Thursday, July 26, 2012

U.S. Senate Declares War on Small Estates! How to Arm Your Estate Plan and Fight Back

On July 25, 2012 the U.S. Senate declared war on your estate. Here's how your estate plan can fight back!

In a shocking political move on July 25, 2012 the U.S. Senate fired the first volley in a political war on federal taxes. The Senate passed a bill (which has little, if any, hope of passage in Congress) extending for one year several income tax benefits for most Americans. High income earners see significantly higher income taxes under this bill.

However, the bill does not extend the existing $5 million estate tax exemption. Instead, in a move that should strike fear in your estate planning, the bill returns all federal transfer tax (estate; gift; and generation skipping) exemptions to the 2003 level of only $1 million. While this number sounds high it is actually alarmingly low.

The federal estate exemption stood at a mere $600,000 in 1987. In 2012 dollars, that would equal a little over $4.7 million. So the 2012 exemption of $5 million only keeps pace with the 1987 exemption. The Senate bill turns the estate planning world upside down by redefining wealth in the U.S. Now the Senate has targeted small and middle class estates for the largest tax hike in history.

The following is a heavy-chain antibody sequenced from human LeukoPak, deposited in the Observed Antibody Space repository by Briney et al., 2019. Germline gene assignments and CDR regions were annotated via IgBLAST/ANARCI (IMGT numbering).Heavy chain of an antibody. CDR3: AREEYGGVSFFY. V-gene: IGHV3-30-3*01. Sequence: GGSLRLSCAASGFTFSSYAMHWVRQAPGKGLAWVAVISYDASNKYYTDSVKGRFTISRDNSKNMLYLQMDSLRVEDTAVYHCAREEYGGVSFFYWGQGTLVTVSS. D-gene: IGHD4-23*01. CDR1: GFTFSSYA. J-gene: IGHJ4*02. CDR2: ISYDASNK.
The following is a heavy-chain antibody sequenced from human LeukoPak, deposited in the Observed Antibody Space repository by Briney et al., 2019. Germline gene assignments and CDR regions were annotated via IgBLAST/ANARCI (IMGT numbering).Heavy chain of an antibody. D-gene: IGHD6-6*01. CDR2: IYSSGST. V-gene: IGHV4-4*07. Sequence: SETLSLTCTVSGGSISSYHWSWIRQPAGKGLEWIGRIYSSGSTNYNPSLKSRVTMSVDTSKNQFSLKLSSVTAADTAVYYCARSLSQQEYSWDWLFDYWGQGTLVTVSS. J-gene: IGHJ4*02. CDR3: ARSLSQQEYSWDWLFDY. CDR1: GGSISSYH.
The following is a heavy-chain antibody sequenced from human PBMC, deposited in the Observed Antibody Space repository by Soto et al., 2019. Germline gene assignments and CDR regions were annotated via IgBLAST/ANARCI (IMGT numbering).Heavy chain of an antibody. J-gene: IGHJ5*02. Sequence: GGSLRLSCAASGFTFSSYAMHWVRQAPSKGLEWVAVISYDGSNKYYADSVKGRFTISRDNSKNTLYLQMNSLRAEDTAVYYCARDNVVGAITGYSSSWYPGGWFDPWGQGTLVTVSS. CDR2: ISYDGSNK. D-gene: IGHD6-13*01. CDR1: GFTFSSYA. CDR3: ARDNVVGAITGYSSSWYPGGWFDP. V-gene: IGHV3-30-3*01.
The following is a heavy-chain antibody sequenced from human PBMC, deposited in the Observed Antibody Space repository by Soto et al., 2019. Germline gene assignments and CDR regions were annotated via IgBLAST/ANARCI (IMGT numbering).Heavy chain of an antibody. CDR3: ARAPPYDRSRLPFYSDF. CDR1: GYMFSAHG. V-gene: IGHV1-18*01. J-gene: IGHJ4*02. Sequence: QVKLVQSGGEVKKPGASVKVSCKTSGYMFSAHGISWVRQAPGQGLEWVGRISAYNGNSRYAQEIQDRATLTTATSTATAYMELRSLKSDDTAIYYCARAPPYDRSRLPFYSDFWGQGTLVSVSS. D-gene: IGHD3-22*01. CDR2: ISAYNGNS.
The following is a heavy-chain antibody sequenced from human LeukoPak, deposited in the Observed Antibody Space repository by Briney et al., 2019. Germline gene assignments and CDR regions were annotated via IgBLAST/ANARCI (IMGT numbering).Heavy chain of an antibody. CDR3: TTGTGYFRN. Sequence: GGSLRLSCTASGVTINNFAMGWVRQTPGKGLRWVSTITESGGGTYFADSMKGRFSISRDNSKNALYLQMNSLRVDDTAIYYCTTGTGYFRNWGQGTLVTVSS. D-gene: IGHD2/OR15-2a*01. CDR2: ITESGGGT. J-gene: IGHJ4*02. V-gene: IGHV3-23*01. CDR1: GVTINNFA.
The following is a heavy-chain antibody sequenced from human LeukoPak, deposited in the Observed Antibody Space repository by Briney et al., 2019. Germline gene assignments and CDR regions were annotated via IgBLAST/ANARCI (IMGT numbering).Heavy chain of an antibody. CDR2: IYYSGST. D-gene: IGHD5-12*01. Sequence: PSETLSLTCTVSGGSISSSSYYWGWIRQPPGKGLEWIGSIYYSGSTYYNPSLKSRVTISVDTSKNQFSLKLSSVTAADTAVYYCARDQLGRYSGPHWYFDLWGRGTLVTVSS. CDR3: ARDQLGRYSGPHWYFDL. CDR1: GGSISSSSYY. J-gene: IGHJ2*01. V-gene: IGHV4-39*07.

Now it is doubtful that the Senate's bill will become law. First, it is a slap in the face of President Obama, who asked for a bill setting the estate tax exemption at $3.5 million, it's level in 2009. Second, such an assault on middle class families is not only politically unwise in an election year, it is widely viewed as political grandstanding.

Nevertheless, this bill is out there and if it did become law, represents a major strike against your family and your property. So how do you protect yourself and make sure your estate plan is properly armed against this attack? Here are 3 simple steps to follow:

1. Review your estate plan immediately with your estate planning attorney.

2. If you don't have an estate plan, it's now time to do your plan. Learn how this bill affects you and your family and what your options are.

3. Act quickly. Several options and strategies require both spouses to be alive to take advantage of the current exemption rules. This means you should approach completing our estate plan with urgency.

We watch the progress of this bill as it attempts to wind it's way through Congress. With the election season upon us you will hear much about this in the coming days. To find out how this bill may affect you and your family, please let me know.

Bernie Greenberg

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